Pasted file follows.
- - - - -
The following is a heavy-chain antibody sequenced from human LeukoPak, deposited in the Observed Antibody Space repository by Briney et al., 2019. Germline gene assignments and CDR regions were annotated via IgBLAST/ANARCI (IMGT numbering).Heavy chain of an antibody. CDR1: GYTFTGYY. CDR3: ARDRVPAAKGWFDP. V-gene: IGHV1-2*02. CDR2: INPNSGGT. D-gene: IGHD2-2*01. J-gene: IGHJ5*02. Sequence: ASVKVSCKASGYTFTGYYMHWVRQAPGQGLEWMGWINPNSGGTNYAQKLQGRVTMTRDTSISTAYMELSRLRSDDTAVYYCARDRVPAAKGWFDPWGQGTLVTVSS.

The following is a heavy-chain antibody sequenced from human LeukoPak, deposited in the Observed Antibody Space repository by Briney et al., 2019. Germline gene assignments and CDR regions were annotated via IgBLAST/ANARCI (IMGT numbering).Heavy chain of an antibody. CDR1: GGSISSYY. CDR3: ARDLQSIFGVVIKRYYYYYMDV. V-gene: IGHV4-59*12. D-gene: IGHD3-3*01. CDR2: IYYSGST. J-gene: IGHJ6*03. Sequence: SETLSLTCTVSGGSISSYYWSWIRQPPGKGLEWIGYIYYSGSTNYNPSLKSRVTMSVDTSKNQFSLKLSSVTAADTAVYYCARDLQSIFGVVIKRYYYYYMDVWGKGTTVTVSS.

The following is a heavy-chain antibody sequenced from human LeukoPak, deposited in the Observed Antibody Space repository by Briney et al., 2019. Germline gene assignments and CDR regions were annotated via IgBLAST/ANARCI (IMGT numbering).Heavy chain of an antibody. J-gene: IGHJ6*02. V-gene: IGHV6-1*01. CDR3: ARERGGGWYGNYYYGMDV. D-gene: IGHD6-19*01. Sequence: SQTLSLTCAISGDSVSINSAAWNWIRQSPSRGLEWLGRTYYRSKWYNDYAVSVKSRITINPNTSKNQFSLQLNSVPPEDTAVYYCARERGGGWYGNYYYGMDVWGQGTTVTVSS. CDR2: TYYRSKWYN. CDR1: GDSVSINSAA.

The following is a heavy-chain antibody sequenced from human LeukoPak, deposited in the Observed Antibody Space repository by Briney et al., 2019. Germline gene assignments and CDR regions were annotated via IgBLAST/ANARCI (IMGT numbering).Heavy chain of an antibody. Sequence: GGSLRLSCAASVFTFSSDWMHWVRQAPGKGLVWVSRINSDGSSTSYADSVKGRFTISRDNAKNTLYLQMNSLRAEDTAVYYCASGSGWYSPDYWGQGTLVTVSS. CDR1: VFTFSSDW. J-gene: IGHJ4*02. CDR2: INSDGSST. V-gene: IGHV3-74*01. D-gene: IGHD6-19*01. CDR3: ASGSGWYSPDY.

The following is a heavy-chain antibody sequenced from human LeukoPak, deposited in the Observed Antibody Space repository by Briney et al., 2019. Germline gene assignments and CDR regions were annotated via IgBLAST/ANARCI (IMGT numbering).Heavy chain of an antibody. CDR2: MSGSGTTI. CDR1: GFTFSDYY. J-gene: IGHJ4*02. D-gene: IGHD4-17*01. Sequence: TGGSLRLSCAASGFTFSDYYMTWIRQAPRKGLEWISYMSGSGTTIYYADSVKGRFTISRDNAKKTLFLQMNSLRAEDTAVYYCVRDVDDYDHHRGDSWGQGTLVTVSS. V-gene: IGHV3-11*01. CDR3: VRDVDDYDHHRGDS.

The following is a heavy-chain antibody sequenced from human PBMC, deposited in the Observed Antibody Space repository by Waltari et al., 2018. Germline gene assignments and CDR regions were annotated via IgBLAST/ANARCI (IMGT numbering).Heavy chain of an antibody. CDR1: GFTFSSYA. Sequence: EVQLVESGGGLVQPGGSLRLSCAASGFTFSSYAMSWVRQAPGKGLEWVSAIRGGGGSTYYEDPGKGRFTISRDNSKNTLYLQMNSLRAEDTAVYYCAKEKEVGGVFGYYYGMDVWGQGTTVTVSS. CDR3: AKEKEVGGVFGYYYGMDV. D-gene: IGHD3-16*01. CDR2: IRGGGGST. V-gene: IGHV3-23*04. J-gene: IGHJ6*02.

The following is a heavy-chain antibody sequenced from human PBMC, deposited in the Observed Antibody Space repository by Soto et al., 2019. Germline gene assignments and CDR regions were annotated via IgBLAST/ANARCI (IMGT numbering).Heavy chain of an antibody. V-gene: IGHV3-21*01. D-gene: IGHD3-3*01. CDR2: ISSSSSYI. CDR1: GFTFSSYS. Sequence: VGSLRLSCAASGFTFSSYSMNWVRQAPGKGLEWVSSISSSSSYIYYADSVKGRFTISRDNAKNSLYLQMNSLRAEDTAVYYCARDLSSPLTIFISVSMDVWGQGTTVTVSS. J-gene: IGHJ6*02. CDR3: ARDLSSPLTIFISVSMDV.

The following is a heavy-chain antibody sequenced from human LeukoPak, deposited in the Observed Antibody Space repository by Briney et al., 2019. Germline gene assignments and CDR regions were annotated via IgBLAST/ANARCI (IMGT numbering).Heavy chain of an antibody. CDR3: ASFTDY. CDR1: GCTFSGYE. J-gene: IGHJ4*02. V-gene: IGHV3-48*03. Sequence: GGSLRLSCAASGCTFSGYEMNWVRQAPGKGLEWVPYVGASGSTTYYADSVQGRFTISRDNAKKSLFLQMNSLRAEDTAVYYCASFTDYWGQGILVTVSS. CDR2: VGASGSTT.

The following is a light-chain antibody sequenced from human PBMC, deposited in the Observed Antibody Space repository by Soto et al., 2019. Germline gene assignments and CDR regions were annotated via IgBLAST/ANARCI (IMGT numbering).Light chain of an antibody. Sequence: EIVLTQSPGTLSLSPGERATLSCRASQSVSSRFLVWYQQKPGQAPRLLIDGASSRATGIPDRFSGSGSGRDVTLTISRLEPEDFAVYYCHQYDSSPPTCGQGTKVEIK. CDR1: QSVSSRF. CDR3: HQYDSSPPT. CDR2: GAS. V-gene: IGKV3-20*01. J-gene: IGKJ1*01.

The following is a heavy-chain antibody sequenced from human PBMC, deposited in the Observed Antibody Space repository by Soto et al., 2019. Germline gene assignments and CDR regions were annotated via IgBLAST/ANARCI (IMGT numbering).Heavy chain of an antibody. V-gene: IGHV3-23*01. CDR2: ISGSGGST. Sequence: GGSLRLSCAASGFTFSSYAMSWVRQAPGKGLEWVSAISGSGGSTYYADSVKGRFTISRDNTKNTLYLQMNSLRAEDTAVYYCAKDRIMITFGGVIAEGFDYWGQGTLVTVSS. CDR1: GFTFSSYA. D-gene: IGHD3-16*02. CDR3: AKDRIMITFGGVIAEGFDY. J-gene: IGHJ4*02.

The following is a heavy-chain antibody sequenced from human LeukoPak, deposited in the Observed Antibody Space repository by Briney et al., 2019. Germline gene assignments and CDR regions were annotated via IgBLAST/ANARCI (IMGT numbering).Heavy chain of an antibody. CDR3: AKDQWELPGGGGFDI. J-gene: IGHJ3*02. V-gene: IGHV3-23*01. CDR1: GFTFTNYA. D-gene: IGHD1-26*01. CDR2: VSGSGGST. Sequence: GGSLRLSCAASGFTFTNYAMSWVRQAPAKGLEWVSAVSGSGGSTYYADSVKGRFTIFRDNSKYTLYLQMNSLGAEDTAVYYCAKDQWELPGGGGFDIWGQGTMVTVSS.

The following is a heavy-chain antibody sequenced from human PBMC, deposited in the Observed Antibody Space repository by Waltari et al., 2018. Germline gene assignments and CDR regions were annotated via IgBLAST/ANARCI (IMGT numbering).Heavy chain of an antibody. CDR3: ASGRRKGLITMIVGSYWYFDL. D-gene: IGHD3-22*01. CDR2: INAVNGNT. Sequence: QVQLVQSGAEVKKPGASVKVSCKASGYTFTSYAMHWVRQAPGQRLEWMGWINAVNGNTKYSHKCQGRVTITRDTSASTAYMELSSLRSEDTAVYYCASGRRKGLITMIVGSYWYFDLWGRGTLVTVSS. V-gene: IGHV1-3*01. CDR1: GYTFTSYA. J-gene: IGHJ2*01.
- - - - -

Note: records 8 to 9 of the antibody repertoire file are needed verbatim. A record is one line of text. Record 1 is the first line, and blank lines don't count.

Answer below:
The following is a heavy-chain antibody sequenced from human LeukoPak, deposited in the Observed Antibody Space repository by Briney et al., 2019. Germline gene assignments and CDR regions were annotated via IgBLAST/ANARCI (IMGT numbering).Heavy chain of an antibody. CDR3: ASFTDY. CDR1: GCTFSGYE. J-gene: IGHJ4*02. V-gene: IGHV3-48*03. Sequence: GGSLRLSCAASGCTFSGYEMNWVRQAPGKGLEWVPYVGASGSTTYYADSVQGRFTISRDNAKKSLFLQMNSLRAEDTAVYYCASFTDYWGQGILVTVSS. CDR2: VGASGSTT.

The following is a light-chain antibody sequenced from human PBMC, deposited in the Observed Antibody Space repository by Soto et al., 2019. Germline gene assignments and CDR regions were annotated via IgBLAST/ANARCI (IMGT numbering).Light chain of an antibody. Sequence: EIVLTQSPGTLSLSPGERATLSCRASQSVSSRFLVWYQQKPGQAPRLLIDGASSRATGIPDRFSGSGSGRDVTLTISRLEPEDFAVYYCHQYDSSPPTCGQGTKVEIK. CDR1: QSVSSRF. CDR3: HQYDSSPPT. CDR2: GAS. V-gene: IGKV3-20*01. J-gene: IGKJ1*01.